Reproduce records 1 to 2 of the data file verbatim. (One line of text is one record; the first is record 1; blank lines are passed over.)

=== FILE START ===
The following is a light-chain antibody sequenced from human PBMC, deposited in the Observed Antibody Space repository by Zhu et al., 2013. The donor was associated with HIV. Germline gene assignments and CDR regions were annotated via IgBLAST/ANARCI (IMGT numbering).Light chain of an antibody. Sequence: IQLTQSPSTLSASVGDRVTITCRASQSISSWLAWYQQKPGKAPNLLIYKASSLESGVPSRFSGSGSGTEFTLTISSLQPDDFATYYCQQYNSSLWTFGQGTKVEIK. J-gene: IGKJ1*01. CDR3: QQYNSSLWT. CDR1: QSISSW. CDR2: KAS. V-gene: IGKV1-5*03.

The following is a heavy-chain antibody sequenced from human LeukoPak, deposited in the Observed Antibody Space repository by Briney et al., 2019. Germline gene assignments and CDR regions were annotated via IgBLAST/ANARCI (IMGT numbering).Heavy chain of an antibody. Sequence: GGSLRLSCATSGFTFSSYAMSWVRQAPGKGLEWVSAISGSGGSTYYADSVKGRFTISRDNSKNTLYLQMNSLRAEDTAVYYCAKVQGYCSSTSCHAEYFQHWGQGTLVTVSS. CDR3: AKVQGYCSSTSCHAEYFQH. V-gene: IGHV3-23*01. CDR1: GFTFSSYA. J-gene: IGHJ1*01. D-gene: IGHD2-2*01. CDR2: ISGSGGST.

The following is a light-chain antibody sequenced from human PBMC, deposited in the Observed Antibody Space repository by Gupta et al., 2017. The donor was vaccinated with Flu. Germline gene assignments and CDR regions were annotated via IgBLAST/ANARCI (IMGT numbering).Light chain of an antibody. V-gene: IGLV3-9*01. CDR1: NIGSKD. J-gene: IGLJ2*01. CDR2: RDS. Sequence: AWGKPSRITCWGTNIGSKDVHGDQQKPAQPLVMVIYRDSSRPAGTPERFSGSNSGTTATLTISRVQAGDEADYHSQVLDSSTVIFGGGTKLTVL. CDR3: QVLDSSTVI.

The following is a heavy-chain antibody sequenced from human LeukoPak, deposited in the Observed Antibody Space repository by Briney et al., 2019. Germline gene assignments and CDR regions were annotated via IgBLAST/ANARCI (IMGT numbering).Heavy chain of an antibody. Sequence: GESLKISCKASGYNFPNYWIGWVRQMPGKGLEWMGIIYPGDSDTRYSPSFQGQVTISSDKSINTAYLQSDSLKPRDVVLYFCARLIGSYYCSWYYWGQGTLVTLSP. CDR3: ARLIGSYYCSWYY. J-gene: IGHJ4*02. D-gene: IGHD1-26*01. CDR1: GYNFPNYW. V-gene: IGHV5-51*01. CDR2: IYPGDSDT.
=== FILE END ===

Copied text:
The following is a light-chain antibody sequenced from human PBMC, deposited in the Observed Antibody Space repository by Zhu et al., 2013. The donor was associated with HIV. Germline gene assignments and CDR regions were annotated via IgBLAST/ANARCI (IMGT numbering).Light chain of an antibody. Sequence: IQLTQSPSTLSASVGDRVTITCRASQSISSWLAWYQQKPGKAPNLLIYKASSLESGVPSRFSGSGSGTEFTLTISSLQPDDFATYYCQQYNSSLWTFGQGTKVEIK. J-gene: IGKJ1*01. CDR3: QQYNSSLWT. CDR1: QSISSW. CDR2: KAS. V-gene: IGKV1-5*03.

The following is a heavy-chain antibody sequenced from human LeukoPak, deposited in the Observed Antibody Space repository by Briney et al., 2019. Germline gene assignments and CDR regions were annotated via IgBLAST/ANARCI (IMGT numbering).Heavy chain of an antibody. Sequence: GGSLRLSCATSGFTFSSYAMSWVRQAPGKGLEWVSAISGSGGSTYYADSVKGRFTISRDNSKNTLYLQMNSLRAEDTAVYYCAKVQGYCSSTSCHAEYFQHWGQGTLVTVSS. CDR3: AKVQGYCSSTSCHAEYFQH. V-gene: IGHV3-23*01. CDR1: GFTFSSYA. J-gene: IGHJ1*01. D-gene: IGHD2-2*01. CDR2: ISGSGGST.